What Are Allergies?
Allergies occur when the body reacts to a substance it views as a harmful “invader.” An allergic reaction is the way the body responds to an allergen. When a child has allergies, they may experience an allergic reaction, which happens when their immune system becomes hypersensitive to certain substances, causing bothersome symptoms, such as a runny nose, an irritated throat, itchy eyes, or sneezing.
An allergic reaction can occur anywhere in the body, including the skin, eyes, lining of the stomach, throat, lungs, nose, and sinuses.
What Causes Allergies?
Substances that often cause allergic reactions include:
- Pollen: Hay fever is an allergic response to pollen. Hay fever causes inflammation and swelling of the lining of the nose.
- Dust mites: Dust mites are microscopic, insect-like pests that live in dust and in the fibers of household objects.
- Pet dander: Pet dander is composed of tiny particles of skin shed by cats, dogs, rodents, and other animals.
- Foods: Common foods that may cause an allergic reaction include peanuts, eggs, milk, shellfish, wheat, soy, and tree nuts.
- Mold spores: Mold is a type of fungus with spores that float in the air, similar to pollen. Mold can be found indoors in damp areas, such as the bathroom or kitchen.
- Insect stings: An insect sting allergic reaction often include swelling that extends beyond the sting site.
- Medicines: Any medication, such as over-the-counter, prescription or herbal, is capable of causing a drug allergy.
When Should Parents Consider Allergy Testing for Their Kid?
If your child develops hives after eating a particular snack or has itchy eyes and a runny nose at certain times of the year, it may be time to consider allergy testing. Common indicators of allergies in children often include:
- Rhinitis (runny nose, nasal congestion, and sneezing)
- Skin rashes
- Itchy eyes or skin
- Digestion problems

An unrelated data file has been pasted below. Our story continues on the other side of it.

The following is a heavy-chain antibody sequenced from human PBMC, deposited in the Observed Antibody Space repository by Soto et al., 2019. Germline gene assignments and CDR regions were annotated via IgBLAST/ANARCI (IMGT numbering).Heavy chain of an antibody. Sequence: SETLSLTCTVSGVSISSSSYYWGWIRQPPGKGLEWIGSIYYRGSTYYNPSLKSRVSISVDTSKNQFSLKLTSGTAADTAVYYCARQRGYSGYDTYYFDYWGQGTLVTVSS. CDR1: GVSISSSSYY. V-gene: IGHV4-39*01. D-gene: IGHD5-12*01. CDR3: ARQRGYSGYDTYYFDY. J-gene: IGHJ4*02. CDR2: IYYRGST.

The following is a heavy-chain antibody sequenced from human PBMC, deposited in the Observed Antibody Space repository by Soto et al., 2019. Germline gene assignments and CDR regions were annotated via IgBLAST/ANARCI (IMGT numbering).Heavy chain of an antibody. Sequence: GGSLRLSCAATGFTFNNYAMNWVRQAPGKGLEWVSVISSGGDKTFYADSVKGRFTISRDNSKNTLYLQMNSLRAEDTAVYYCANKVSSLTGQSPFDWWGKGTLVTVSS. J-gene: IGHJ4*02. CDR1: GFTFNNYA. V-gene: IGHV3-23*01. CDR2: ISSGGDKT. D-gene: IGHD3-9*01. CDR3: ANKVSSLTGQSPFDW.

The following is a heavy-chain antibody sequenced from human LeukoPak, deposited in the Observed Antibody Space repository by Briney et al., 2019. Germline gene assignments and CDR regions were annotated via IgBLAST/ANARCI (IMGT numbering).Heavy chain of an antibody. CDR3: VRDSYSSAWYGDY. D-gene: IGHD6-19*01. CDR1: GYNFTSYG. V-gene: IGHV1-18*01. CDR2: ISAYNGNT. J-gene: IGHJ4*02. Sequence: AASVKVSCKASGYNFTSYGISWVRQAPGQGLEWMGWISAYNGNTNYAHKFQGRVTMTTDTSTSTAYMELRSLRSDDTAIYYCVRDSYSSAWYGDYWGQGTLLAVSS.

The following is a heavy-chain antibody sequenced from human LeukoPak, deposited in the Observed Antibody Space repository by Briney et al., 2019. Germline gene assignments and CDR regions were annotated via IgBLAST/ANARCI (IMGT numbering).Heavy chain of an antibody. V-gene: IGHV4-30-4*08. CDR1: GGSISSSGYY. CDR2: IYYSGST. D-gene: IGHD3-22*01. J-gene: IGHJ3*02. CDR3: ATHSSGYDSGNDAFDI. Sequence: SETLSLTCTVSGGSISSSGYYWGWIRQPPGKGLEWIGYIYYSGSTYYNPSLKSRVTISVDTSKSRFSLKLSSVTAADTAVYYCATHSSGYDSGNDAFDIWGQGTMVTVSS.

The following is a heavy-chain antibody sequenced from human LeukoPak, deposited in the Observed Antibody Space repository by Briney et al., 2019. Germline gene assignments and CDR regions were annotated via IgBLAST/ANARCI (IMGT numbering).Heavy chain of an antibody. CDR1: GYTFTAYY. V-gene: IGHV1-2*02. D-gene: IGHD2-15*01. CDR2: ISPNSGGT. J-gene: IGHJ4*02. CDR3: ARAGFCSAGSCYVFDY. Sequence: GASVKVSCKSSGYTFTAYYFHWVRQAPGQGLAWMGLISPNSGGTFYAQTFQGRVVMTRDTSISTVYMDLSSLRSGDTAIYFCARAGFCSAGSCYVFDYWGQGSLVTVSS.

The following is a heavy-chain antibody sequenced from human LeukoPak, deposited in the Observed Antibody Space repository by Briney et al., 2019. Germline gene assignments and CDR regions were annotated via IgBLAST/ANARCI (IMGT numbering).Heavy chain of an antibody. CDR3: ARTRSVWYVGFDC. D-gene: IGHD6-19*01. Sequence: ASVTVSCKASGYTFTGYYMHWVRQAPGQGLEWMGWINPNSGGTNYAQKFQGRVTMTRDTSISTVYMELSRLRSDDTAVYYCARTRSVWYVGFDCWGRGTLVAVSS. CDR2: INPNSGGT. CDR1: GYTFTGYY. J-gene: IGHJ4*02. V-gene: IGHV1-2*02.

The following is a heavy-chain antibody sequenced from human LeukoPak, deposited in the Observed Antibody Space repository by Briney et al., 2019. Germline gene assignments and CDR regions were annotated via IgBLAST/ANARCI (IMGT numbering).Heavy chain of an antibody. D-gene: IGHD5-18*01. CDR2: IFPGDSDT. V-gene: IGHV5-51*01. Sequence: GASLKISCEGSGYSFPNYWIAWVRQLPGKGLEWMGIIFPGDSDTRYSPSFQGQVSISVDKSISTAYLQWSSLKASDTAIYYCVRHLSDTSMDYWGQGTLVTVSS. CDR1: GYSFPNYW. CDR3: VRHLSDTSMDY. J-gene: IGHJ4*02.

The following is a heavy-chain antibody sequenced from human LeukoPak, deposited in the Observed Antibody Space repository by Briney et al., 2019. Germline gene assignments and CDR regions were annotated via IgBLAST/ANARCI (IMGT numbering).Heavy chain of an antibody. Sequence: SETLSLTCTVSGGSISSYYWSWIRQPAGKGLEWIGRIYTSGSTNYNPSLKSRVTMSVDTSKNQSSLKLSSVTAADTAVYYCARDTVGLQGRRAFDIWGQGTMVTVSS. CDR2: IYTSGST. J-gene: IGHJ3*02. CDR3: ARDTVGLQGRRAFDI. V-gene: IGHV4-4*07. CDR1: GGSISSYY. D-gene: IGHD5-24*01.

Anaphylaxis, a severe and potentially life-threatening reaction, may cause the following symptoms:
- Lightheaded or faint
- Constriction of the airways and a swollen tongue or throat
- Confusion and anxiety
- Skin reactions, including hives and flushed or pale skin
- Low blood pressure
- Weak or rapid pulse
It is important to be prepared and know the signs of an anaphylactic reaction. At any age, anaphylaxis can be deadly without proper medical attention. For emergency treatment, epinephrine is recommended to treat the symptoms of anaphylaxis.
Epinephrine helps quickly reverse the symptoms of anaphylaxis. It works by relaxing the muscles around the airways in the lungs, helping the airways to open up.
How Does Allergy Testing Work?
A blood test involves using a small needle, a doctor will take a blood sample from a vein in your child’s arm. A small amount of blood will be collected into a test tube or vial. Allergy testing is only performed if parent has a concern due to hives or rash.
Allergy Treatment Plan
Your child’s treatment plan will depend on the type and severity of their allergy. Children that are at risk for anaphylactic shock, a severe allergic reaction that can be deadly if not treated right away, may need to take extra care to avoid the allergy-causing substance. This may involve carrying an emergency epinephrine treatment with them at all times.